I could have sent it to Blasted Heath. As a top-notch crime/noir outfit in the main, they would have been right to laugh in a non-ironic way at the submission. Much as I love them, they weren’t the right place.

So what should I have done?

What can I do next time that’s different?

What are the best proof-reading tips you have?


Looking at this, Elaine did me a big kindness in her review and focussed on the positives. I’m very grateful for that.

And I’ve had a lovely offer from Kew to pass on the mistakes spotted so that I can make any more changes.

I believe the version now available is clean, but I’d like some extra confidence in that which must come from somewhere else.

If you’ve stuck with this to the end, thanks for hanging in. If you’ve got ideas, please pass them on – I don’t think I could go through this process again without some kind of new angle of approach at the proof-reading stage.

With thanks.

Thursday, 29 August 2013


I'll admit it - I've deliberately avoided reading this book for years. I suppose it's entered folk-lore and spreads through thoughts and cultures still. It's revered by many and I was a little concerned that I'd be disappointed by the book. What a fool I've been.

When I was in the library a couple of weeks ago, it was there face out and calling to me. It seemed so slight and vulnerable among the weighty tomes that I just had to do it. Boy, am I glad I did.

Unfortunately, I forgot to write down my memorable quotes before returning it, but there's so much for you to find out about this one that my lack of input is hardly going to matter.

I was somewhat taken aback by the brilliance of this story.

First of all, there's the way the story is revealed in snapshots. The disquiet and the sinister aspects of the story bite straight away, but I was always hungry to unpeel another layer to get to the bottom of things, even with my prior knowledge of what I would eventually find (imagine reading a book like this with no sense of what it was about - how amazing that would have been).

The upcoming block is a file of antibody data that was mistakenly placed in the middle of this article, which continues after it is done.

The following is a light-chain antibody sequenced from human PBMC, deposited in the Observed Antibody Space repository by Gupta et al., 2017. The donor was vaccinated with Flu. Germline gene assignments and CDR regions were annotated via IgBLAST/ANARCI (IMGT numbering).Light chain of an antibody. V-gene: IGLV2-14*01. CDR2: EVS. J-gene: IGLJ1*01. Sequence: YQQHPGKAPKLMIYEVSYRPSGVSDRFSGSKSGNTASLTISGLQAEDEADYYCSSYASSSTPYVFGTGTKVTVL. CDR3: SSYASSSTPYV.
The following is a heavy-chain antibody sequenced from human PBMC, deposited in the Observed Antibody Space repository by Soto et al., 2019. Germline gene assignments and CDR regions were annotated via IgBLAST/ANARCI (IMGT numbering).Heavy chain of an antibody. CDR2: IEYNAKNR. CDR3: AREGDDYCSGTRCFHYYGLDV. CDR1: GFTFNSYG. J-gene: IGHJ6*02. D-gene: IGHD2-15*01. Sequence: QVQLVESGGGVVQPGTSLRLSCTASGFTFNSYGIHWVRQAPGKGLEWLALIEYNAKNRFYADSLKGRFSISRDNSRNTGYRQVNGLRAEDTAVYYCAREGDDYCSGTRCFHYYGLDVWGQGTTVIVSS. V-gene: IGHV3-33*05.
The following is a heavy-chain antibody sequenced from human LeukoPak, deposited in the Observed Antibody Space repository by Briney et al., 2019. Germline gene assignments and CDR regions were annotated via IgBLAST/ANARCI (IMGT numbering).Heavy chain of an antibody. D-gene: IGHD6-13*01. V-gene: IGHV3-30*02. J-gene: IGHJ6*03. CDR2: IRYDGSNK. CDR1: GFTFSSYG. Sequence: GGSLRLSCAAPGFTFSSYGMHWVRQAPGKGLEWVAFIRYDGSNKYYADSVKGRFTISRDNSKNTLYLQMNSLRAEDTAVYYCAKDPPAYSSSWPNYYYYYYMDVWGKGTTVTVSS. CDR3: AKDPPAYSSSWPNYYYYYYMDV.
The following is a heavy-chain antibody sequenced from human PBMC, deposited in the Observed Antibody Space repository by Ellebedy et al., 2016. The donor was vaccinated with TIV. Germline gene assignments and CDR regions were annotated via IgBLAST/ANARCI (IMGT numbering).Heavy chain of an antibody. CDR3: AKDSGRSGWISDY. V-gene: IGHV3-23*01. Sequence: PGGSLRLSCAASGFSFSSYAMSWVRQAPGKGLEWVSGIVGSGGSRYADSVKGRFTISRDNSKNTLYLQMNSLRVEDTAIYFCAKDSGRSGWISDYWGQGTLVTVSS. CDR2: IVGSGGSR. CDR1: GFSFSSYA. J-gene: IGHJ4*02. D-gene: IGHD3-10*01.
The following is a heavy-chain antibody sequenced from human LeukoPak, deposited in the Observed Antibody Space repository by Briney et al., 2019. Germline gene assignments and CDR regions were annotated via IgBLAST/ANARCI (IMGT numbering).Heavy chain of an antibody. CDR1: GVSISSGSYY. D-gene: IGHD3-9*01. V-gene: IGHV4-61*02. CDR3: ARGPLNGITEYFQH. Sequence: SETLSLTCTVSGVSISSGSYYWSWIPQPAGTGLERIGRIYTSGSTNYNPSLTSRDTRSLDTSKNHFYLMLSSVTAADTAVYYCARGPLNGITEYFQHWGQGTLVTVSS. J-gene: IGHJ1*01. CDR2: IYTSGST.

The language is exquisite. A vocabulary that's at least a couple of pegs above my own is used to keep things tight and minimal. With very few words, Stevenson manages to offer a complete picture of a scene or an idea.

The characters are superb, from the upper strata of the social set to the butlers and servants of the world.

Extraneous story elements just don't exist. In one scene, the lawyer Utterson visits a doctor to find out information. The scene is set and time and place are perfectly fixed. In terms of the conversation, there's no fluff. All the preamble is missing and all that's offered is the meat that is necessary to feed the tale.

I'd love it if some of the craft and skill on show here were to seep into my words and wonder how much better I might be as a writer if I'd come to this a long time ago.

The book's brilliant. The horror and darkness are cold and clammy. The plight of Jekyll is terrible yet understandable (who wouldn't enjoy that liberation from the cerebral ways of the human for a while?) and absolutely tragic.

The only question I am left with related to the pronunciation of the author's name. A friend of mine tells me the middle name should be pronounce 'Lewis' and he generally knows. Maybe drop a comment if you concur.

All in all, it's a must read - don't hesitate and pop down to the library or load that kindle right away - either way, it's free. 

Wednesday, 28 August 2013

Dancing With Myself: MIKE MONSON interviews MIKE MONSON

Is it strange to interview yourself?

Well … it wasn’t until you brought it up. Jeez, thanks a lot man.
What an asshole.

Jeez, I’m sorry. I didn’t mean anything by it, I was just asking.

Do you have to say jeez so much, that’s my thing, jeez.

How about this, I’ll stop if you stop, okay?

Je—okay. So are we going to start this interview or what?

So, I hear that you have recently put together a book of all your short stories, 23 in all, 17 of which were previously published on line (Yellow Mama, Out of the Gutter, All Due Respect, Literary Orphans, Shotgun Honey, Revolt Daily) or in print anthologies (All Due Respect, Near to the Knuckle, Out of the Gutter 8, Flash Fiction World) and that it is available on Amazon for Kindle at this link (UK). Is all this true?

Yes, yes it is. Hey, you seem to know a lot about me. I like that about you.